Along with Jihad TV, a new TV station run by Abdulmajid al-Zindani, and the commission of Virtue and Vice, now we have the Jihaddi think tank. And yes they do need to do some thinking.
The former bodyguard of al Qaeda leader, Osama bin Laden, said he is preparing to establish a think-tank on jihad in the Yemeni capital Sana’a where he lives under loose house arrest.
“We’ll study the history of jihad. We’ll look at how it started and how the concept can be applied now,” Nasser al Bahri, told Yemen Observer, in an interview in Sana’a.
The 33-year old al Bahri, who is also called Abu Jandal, joined al Qaeda in 1996 and spent four years in Afghanistan. The sincere and strong young man had orders to kill bin Laden, if his sheikh (boss) was on the brink of being captured.
Asked if the think tank would endorse violence in Yemen, he said, “No. It is the sheikh Osama bin Laden’s word that Yemen should not be a battleground.”
Abu Jandal, who is working as a trainer in a human development institute in Sana’a to support two wives and five children, is now looking to receive funds for his new venture, which he says has the backing of the Yemeni authorities. He is one of al Qaeda members who are in truce with the Yemeni government.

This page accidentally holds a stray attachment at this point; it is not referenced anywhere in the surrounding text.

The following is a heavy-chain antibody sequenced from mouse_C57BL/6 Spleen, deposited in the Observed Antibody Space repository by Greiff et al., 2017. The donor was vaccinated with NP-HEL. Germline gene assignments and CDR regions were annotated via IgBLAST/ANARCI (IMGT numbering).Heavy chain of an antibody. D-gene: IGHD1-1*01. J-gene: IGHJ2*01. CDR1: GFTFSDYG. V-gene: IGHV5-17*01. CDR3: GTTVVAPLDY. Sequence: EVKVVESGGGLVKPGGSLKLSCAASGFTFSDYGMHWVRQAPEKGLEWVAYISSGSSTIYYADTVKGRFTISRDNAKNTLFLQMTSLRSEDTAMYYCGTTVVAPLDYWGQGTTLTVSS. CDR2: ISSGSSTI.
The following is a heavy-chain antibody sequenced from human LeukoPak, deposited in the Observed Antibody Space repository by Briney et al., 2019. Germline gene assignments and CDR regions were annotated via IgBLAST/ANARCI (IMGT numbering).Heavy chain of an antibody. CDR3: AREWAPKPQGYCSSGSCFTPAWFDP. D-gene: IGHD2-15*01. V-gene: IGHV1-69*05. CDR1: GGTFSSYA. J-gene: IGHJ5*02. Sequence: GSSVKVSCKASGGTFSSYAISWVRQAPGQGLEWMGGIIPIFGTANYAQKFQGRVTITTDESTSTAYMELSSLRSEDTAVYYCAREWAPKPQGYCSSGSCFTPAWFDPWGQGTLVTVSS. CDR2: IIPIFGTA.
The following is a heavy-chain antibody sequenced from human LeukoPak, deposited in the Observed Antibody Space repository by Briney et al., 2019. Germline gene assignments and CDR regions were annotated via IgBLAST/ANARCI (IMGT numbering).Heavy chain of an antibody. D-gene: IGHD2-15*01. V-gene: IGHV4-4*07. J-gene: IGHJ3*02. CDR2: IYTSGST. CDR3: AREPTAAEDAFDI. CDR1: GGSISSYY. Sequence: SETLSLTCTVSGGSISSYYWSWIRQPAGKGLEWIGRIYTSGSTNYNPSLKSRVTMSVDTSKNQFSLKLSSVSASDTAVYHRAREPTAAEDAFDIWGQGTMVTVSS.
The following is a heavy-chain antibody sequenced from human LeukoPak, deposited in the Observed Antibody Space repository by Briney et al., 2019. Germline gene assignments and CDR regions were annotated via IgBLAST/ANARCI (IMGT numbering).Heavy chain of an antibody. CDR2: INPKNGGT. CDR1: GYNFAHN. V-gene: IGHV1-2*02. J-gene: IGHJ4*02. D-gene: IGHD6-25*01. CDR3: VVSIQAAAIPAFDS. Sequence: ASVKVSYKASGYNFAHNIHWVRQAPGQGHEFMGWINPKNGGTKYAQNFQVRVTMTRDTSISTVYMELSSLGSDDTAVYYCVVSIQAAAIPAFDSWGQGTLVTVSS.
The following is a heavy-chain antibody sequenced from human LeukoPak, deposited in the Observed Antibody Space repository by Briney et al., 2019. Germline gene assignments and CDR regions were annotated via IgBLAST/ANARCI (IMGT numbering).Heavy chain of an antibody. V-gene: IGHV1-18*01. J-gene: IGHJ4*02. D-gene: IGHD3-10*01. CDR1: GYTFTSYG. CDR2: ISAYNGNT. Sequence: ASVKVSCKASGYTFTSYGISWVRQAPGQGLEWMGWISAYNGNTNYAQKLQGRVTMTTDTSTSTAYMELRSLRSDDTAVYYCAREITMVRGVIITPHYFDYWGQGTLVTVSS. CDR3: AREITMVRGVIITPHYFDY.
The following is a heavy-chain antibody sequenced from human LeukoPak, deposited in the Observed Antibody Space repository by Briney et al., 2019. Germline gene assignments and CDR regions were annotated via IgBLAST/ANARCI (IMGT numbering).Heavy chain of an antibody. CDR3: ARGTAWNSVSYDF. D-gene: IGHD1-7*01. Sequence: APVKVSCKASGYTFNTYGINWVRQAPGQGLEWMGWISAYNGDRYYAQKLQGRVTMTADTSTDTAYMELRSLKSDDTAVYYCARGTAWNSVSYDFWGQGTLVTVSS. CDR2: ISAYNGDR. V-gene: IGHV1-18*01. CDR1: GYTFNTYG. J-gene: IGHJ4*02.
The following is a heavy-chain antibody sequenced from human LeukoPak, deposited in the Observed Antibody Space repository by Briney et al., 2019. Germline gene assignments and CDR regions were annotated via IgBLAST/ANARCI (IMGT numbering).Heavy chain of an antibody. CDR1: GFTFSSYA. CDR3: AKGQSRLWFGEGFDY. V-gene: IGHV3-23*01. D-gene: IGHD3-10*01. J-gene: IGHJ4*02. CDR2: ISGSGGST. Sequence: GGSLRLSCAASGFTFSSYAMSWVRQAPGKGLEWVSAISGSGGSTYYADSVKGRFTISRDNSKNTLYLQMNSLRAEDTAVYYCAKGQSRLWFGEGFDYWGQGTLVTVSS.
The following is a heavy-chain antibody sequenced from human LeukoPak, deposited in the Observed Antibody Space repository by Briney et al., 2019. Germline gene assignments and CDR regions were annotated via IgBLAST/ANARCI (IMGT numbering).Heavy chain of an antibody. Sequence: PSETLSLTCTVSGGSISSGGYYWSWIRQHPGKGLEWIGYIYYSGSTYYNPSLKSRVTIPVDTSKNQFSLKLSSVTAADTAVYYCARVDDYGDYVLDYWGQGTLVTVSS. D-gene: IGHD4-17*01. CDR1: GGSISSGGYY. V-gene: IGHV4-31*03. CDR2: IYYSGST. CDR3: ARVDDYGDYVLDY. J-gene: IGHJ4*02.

He is very critical of the splinter of al Qaeda cells who have been behind a wave of renewed terrorist attacks, which targeted western interests, government installations, and western tourists.
President Ali Abdullah Saleh says he is in a difficult position, juggling American demands for co-operation on counter-terrorism with the Yemeni public opinion, which is hostile to the US-led invasion of Iraq and the oppression of the Palestinians.
“Nothing will change after the American presidential elections. Barack Obama might make a difference in internal matters for American citizens, if he’s elected, but foreign policy will stay the same no matter who wins.”
Abu Jandal was arrested at the airport of Sana’a where he was in his way back to Afghanistan for suspicion of being involved in the suicide bombing of the American destroyer USS Cole in September 2000. He was jailed in Sana’a for one year and ten months and he was questioned by the FBI officers.
He was released in 2002 along with other al Qaeda members after making a pledge with the government that he would not involve himself any armed activity inside Yemen.